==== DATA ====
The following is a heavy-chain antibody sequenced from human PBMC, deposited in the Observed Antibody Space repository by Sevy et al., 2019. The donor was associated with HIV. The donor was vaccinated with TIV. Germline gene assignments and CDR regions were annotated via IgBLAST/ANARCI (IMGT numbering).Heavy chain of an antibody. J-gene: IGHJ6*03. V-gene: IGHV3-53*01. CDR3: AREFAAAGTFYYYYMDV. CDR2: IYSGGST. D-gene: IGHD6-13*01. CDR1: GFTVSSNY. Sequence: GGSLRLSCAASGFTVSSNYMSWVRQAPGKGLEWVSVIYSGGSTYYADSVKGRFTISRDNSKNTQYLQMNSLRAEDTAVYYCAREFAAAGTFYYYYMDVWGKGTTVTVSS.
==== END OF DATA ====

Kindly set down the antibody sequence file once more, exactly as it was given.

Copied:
The following is a heavy-chain antibody sequenced from human PBMC, deposited in the Observed Antibody Space repository by Sevy et al., 2019. The donor was associated with HIV. The donor was vaccinated with TIV. Germline gene assignments and CDR regions were annotated via IgBLAST/ANARCI (IMGT numbering).Heavy chain of an antibody. J-gene: IGHJ6*03. V-gene: IGHV3-53*01. CDR3: AREFAAAGTFYYYYMDV. CDR2: IYSGGST. D-gene: IGHD6-13*01. CDR1: GFTVSSNY. Sequence: GGSLRLSCAASGFTVSSNYMSWVRQAPGKGLEWVSVIYSGGSTYYADSVKGRFTISRDNSKNTQYLQMNSLRAEDTAVYYCAREFAAAGTFYYYYMDVWGKGTTVTVSS.